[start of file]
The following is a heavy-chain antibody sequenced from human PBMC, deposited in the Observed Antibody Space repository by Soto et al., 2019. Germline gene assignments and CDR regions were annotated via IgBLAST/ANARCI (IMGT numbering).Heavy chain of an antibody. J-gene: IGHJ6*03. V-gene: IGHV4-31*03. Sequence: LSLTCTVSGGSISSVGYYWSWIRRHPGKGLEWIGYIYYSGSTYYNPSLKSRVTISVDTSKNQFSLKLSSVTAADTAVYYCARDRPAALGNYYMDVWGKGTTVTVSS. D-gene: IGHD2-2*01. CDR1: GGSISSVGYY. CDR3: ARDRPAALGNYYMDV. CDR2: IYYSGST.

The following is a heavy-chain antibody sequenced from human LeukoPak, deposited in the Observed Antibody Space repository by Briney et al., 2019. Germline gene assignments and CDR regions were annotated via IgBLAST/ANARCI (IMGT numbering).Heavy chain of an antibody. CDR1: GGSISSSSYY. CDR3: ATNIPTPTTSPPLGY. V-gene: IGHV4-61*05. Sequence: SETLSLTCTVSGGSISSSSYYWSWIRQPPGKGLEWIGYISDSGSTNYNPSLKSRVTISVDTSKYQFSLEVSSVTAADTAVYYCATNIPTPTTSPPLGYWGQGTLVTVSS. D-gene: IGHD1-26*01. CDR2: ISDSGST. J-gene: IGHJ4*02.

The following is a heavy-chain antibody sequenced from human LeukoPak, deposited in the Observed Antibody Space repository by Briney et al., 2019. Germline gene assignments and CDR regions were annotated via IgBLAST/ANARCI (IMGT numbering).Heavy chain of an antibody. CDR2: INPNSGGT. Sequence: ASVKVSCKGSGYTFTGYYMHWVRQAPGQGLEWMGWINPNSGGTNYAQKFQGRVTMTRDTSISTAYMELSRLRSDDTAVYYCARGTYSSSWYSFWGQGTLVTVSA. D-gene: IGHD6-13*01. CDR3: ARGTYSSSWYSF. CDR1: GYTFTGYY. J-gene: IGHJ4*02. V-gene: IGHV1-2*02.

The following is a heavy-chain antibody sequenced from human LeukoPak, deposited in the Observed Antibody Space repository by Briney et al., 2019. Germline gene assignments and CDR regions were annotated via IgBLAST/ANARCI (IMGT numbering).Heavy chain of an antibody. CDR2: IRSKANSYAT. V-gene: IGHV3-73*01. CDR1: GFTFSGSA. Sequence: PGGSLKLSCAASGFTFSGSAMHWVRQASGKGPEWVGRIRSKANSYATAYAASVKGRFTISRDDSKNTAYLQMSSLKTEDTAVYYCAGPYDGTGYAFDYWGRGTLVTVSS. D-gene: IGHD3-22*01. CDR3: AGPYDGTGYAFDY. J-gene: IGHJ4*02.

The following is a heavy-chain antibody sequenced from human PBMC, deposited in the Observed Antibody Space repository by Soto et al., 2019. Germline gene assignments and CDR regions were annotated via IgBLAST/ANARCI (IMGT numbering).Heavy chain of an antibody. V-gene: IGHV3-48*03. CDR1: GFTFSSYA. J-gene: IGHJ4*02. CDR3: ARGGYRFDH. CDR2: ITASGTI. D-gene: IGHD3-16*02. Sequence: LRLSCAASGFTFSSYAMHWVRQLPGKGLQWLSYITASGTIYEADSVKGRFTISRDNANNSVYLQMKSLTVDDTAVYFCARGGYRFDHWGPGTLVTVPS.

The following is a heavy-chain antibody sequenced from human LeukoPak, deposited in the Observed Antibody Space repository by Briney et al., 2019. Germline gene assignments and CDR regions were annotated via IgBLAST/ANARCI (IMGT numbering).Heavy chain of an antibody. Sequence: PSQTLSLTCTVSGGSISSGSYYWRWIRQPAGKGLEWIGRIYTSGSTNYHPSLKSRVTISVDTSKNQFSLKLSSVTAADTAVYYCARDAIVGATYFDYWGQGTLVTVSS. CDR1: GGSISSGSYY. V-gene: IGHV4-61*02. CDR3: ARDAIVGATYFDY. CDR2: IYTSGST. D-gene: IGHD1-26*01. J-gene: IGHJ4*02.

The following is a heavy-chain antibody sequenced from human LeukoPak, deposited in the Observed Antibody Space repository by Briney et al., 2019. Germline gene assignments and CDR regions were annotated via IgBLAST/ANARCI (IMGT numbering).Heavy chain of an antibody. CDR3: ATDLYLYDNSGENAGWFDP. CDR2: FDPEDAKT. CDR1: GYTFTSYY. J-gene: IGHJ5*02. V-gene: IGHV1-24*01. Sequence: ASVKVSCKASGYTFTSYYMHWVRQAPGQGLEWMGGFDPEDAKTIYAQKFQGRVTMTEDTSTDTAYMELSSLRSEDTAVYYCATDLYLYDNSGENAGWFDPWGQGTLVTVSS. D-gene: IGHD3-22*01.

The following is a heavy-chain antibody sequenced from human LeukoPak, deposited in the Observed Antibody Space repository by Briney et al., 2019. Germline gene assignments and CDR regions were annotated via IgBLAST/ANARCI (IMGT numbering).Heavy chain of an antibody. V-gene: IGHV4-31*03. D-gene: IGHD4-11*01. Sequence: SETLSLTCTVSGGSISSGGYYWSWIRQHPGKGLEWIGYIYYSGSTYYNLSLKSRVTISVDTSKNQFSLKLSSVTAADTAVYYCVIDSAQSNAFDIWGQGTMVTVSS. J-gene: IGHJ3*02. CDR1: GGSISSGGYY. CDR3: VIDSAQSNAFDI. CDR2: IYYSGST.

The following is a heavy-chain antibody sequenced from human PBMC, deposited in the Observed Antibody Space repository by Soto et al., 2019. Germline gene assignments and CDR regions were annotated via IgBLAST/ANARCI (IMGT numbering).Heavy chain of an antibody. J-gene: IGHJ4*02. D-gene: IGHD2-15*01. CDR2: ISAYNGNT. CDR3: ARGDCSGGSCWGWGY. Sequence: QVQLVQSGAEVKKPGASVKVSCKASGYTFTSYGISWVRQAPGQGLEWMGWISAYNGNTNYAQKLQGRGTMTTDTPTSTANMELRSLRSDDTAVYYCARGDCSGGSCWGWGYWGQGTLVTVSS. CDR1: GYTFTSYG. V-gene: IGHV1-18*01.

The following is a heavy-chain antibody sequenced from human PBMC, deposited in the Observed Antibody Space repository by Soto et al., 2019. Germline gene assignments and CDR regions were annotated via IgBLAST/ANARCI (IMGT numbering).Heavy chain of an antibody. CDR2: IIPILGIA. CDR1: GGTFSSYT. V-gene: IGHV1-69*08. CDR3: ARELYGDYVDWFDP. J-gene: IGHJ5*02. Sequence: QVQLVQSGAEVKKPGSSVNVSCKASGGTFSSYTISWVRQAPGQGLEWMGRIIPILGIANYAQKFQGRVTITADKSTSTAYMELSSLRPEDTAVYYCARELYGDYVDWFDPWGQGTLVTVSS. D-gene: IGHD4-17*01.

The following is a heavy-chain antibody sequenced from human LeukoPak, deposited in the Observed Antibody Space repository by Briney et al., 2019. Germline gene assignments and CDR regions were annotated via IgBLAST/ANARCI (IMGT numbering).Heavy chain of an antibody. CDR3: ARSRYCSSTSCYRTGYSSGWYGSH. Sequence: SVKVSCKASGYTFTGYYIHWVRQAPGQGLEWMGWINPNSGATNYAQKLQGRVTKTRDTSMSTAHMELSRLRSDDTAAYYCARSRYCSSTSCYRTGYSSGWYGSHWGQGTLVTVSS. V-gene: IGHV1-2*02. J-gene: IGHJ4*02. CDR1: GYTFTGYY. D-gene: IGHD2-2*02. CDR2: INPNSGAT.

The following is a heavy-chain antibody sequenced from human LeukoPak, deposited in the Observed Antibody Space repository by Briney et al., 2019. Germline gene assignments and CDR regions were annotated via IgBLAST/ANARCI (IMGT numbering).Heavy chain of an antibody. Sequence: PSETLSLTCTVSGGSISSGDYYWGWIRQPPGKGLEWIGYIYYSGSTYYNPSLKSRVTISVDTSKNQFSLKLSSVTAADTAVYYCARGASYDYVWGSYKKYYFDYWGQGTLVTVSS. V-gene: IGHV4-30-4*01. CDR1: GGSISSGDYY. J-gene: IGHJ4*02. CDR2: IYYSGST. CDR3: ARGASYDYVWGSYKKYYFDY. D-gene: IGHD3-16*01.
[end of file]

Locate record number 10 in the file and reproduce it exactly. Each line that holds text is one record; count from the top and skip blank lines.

The following is a heavy-chain antibody sequenced from human PBMC, deposited in the Observed Antibody Space repository by Soto et al., 2019. Germline gene assignments and CDR regions were annotated via IgBLAST/ANARCI (IMGT numbering).Heavy chain of an antibody. CDR2: IIPILGIA. CDR1: GGTFSSYT. V-gene: IGHV1-69*08. CDR3: ARELYGDYVDWFDP. J-gene: IGHJ5*02. Sequence: QVQLVQSGAEVKKPGSSVNVSCKASGGTFSSYTISWVRQAPGQGLEWMGRIIPILGIANYAQKFQGRVTITADKSTSTAYMELSSLRPEDTAVYYCARELYGDYVDWFDPWGQGTLVTVSS. D-gene: IGHD4-17*01.